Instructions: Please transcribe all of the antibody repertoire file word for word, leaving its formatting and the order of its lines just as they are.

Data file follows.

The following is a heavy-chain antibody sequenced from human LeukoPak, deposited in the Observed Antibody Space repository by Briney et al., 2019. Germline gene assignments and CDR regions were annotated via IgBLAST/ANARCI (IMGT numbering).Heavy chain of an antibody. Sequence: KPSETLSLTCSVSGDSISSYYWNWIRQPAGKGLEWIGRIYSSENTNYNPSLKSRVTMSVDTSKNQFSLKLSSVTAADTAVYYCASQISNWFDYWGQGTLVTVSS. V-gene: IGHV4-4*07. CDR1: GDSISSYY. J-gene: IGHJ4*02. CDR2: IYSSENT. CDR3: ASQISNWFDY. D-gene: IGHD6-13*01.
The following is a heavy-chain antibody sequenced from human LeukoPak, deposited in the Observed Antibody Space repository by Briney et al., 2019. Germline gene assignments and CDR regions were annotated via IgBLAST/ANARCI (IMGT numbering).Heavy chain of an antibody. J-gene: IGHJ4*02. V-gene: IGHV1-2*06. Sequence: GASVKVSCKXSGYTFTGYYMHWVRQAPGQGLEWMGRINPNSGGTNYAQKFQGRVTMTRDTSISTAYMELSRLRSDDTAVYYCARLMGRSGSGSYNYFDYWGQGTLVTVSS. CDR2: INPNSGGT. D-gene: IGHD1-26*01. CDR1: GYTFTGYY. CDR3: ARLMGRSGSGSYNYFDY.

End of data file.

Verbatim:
The following is a heavy-chain antibody sequenced from human LeukoPak, deposited in the Observed Antibody Space repository by Briney et al., 2019. Germline gene assignments and CDR regions were annotated via IgBLAST/ANARCI (IMGT numbering).Heavy chain of an antibody. Sequence: KPSETLSLTCSVSGDSISSYYWNWIRQPAGKGLEWIGRIYSSENTNYNPSLKSRVTMSVDTSKNQFSLKLSSVTAADTAVYYCASQISNWFDYWGQGTLVTVSS. V-gene: IGHV4-4*07. CDR1: GDSISSYY. J-gene: IGHJ4*02. CDR2: IYSSENT. CDR3: ASQISNWFDY. D-gene: IGHD6-13*01.
The following is a heavy-chain antibody sequenced from human LeukoPak, deposited in the Observed Antibody Space repository by Briney et al., 2019. Germline gene assignments and CDR regions were annotated via IgBLAST/ANARCI (IMGT numbering).Heavy chain of an antibody. J-gene: IGHJ4*02. V-gene: IGHV1-2*06. Sequence: GASVKVSCKXSGYTFTGYYMHWVRQAPGQGLEWMGRINPNSGGTNYAQKFQGRVTMTRDTSISTAYMELSRLRSDDTAVYYCARLMGRSGSGSYNYFDYWGQGTLVTVSS. CDR2: INPNSGGT. D-gene: IGHD1-26*01. CDR1: GYTFTGYY. CDR3: ARLMGRSGSGSYNYFDY.